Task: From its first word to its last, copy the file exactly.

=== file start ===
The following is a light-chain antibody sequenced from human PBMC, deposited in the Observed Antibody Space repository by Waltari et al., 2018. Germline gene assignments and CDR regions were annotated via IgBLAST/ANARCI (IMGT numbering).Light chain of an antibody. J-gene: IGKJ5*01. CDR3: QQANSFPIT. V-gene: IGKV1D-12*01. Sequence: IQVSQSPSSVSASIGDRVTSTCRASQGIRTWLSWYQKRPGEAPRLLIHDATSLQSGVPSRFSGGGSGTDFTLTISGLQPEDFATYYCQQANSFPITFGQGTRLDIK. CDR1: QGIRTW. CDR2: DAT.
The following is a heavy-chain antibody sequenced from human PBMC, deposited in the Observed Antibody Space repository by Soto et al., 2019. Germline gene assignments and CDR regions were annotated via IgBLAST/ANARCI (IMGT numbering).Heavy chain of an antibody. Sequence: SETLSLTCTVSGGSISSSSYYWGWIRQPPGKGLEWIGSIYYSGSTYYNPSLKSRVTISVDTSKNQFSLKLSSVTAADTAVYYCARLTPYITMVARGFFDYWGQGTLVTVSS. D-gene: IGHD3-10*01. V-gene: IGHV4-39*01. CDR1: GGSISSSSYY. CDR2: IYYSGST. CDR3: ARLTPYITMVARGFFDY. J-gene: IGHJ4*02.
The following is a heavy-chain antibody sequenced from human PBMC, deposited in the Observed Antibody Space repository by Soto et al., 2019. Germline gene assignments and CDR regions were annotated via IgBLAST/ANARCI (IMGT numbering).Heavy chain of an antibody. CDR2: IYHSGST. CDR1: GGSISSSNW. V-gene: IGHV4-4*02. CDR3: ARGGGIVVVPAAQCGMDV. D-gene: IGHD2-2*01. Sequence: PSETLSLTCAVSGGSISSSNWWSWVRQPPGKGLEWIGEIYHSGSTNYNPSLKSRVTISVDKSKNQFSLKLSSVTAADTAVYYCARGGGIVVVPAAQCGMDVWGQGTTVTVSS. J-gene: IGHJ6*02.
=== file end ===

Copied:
The following is a light-chain antibody sequenced from human PBMC, deposited in the Observed Antibody Space repository by Waltari et al., 2018. Germline gene assignments and CDR regions were annotated via IgBLAST/ANARCI (IMGT numbering).Light chain of an antibody. J-gene: IGKJ5*01. CDR3: QQANSFPIT. V-gene: IGKV1D-12*01. Sequence: IQVSQSPSSVSASIGDRVTSTCRASQGIRTWLSWYQKRPGEAPRLLIHDATSLQSGVPSRFSGGGSGTDFTLTISGLQPEDFATYYCQQANSFPITFGQGTRLDIK. CDR1: QGIRTW. CDR2: DAT.
The following is a heavy-chain antibody sequenced from human PBMC, deposited in the Observed Antibody Space repository by Soto et al., 2019. Germline gene assignments and CDR regions were annotated via IgBLAST/ANARCI (IMGT numbering).Heavy chain of an antibody. Sequence: SETLSLTCTVSGGSISSSSYYWGWIRQPPGKGLEWIGSIYYSGSTYYNPSLKSRVTISVDTSKNQFSLKLSSVTAADTAVYYCARLTPYITMVARGFFDYWGQGTLVTVSS. D-gene: IGHD3-10*01. V-gene: IGHV4-39*01. CDR1: GGSISSSSYY. CDR2: IYYSGST. CDR3: ARLTPYITMVARGFFDY. J-gene: IGHJ4*02.
The following is a heavy-chain antibody sequenced from human PBMC, deposited in the Observed Antibody Space repository by Soto et al., 2019. Germline gene assignments and CDR regions were annotated via IgBLAST/ANARCI (IMGT numbering).Heavy chain of an antibody. CDR2: IYHSGST. CDR1: GGSISSSNW. V-gene: IGHV4-4*02. CDR3: ARGGGIVVVPAAQCGMDV. D-gene: IGHD2-2*01. Sequence: PSETLSLTCAVSGGSISSSNWWSWVRQPPGKGLEWIGEIYHSGSTNYNPSLKSRVTISVDKSKNQFSLKLSSVTAADTAVYYCARGGGIVVVPAAQCGMDVWGQGTTVTVSS. J-gene: IGHJ6*02.